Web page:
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Sunday, May 15 • 3:00pm - 3:30pm
(Objects + Architecture) The Effect of an Unexpected Spring Thaw in Montreal: Natural Disaster as ‘Fifth Business’

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At precisely 4:30 a.m. on March 11, 2015 a large block of ice fell from the roof cornice of McCord Museum; gained momentum over several storeys and smashed through the north end of a glass and metal sculpture below. This unexpected accident lead to the complete dismantling and conservation of Pierre Granche’s Totem Urbain/Histoire en dentelles, one of the Montreal artist’s major public commissions, completed in 1992. Totem Urbain/Histoire en dentelles pays homage to both past and present Montreal, its geography and culture. Composed of 17 elements in brass, six levels of glass panes and fragments, atop an aluminum substructure, the entire sculpture both figuratively and literally bridges the old and new McCord edifice, located along Victoria Street. While regular maintenance had tracked and mitigated preservation issues typical in the care of an outdoor sculpture – such as vandalism, theft, the effects of pollution, dirt, biological growth and debris, as well as the inherent vice of materials and techniques used, the sudden and violent impact on the sculpture from falling ice presented a unique opportunity to the McCord Museum: it not only allowed for the repair and replacement of damaged glass and metal, but also provided an occasion to improve the structural stability and the durability of the work. In addition to major work completed on the glass base, CSMO’s treatment also included the creation of a more easily accessible and secure anchoring system for the brass elements, an upgrade of the integrated but long defunct lighting system, and an improvement of the artwork’s drainage. As conservators, we look at how our buildings and public artworks are constructed - not in terms of double-paned windows and R-values, but public safety, artwork security and finding a balance between public access and preservation. The fall of ice from the cornice of the museum recalls the fateful snowball thrown by Percy Boyd Staunton in the iconic Canadian novel Fifth Business, by Robertson Davies. As the effects of that snowball reverberate throughout the remainder of the book, so did the impact of the ice: though devastating to the sculpture, it set in motion the type of discussion and conservation treatment needed to preserve this emblematic Canadian artwork for decades to come.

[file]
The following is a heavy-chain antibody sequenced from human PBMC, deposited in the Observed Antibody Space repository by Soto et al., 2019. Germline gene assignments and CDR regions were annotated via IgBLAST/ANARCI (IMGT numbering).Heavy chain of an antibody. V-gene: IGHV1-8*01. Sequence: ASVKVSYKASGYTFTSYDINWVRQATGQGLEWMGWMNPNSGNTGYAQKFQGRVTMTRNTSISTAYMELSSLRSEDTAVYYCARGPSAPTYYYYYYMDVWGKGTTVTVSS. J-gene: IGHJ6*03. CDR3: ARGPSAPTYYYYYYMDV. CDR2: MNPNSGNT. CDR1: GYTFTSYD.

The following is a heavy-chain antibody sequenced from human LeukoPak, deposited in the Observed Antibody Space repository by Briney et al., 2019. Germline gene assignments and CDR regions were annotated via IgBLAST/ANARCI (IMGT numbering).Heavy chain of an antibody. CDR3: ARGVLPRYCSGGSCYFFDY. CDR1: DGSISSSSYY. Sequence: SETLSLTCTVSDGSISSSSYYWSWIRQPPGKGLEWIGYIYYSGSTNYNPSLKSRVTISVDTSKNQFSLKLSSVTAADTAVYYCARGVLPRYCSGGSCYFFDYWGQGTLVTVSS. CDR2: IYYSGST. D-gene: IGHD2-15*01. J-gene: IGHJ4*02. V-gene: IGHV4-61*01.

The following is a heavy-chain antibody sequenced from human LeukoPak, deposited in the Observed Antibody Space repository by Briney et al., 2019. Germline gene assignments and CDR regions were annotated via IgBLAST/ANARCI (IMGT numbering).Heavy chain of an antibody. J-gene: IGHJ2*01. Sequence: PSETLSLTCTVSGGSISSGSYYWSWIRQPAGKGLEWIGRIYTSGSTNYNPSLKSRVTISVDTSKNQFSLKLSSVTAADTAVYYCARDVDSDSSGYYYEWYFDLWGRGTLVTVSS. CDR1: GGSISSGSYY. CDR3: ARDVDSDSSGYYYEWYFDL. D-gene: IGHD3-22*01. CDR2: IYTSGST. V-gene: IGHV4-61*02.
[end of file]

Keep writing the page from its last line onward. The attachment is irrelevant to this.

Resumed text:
avatar for Brittany Webster

Brittany Webster

Conservator / Restauratrice, Conservation of Sculptures, Monuments and Objects (CSMO) and B.Webster Restauration d'oeuvres d'art & design
Brittany Webster holds a Bachelor of Environmental Design (University of Manitoba, 2008) and a Master of Art Conservation (Queen’s University, 2012). She has interned and worked with Alexander Gabov of Sculptures, Monuments and Objects (CSMO) for the past 4 years, including the... Read More →

avatar for Alexander Gabov

Alexander Gabov

Head Conservator/owner, Conservation of Sculptures, Monuments and Objects
Conservation of Sculptures, Monuments and Objects (CSMO) is a full-service conservation firm for the preservation, conservation and maintenance of sculptures, monuments, architectural elements, artifacts, and objects.
avatar for Anne MacKay

Anne MacKay

Head, Conservation, McCord Museum
Anne MacKay is the Head, Conservation at the McCord Museum in Montreal, where she oversees all conservation and preservation activities. She has interned and worked as a conservator in museums nationally and internationally, including the National Gallery of Canada, the Canadian Museum... Read More →

Sunday May 15, 2016 3:00pm - 3:30pm EDT
Room 710 B